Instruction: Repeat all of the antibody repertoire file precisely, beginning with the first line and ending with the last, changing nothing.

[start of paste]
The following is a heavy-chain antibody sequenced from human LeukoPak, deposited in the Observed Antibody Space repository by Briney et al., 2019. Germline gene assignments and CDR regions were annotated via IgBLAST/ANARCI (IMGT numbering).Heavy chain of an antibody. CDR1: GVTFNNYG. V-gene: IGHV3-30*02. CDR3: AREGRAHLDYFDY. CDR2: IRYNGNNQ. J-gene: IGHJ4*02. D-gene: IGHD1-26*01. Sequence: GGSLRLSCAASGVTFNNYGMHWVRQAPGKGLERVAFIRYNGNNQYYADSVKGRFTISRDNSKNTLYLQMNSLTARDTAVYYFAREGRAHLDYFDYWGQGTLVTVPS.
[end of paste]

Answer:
The following is a heavy-chain antibody sequenced from human LeukoPak, deposited in the Observed Antibody Space repository by Briney et al., 2019. Germline gene assignments and CDR regions were annotated via IgBLAST/ANARCI (IMGT numbering).Heavy chain of an antibody. CDR1: GVTFNNYG. V-gene: IGHV3-30*02. CDR3: AREGRAHLDYFDY. CDR2: IRYNGNNQ. J-gene: IGHJ4*02. D-gene: IGHD1-26*01. Sequence: GGSLRLSCAASGVTFNNYGMHWVRQAPGKGLERVAFIRYNGNNQYYADSVKGRFTISRDNSKNTLYLQMNSLTARDTAVYYFAREGRAHLDYFDYWGQGTLVTVPS.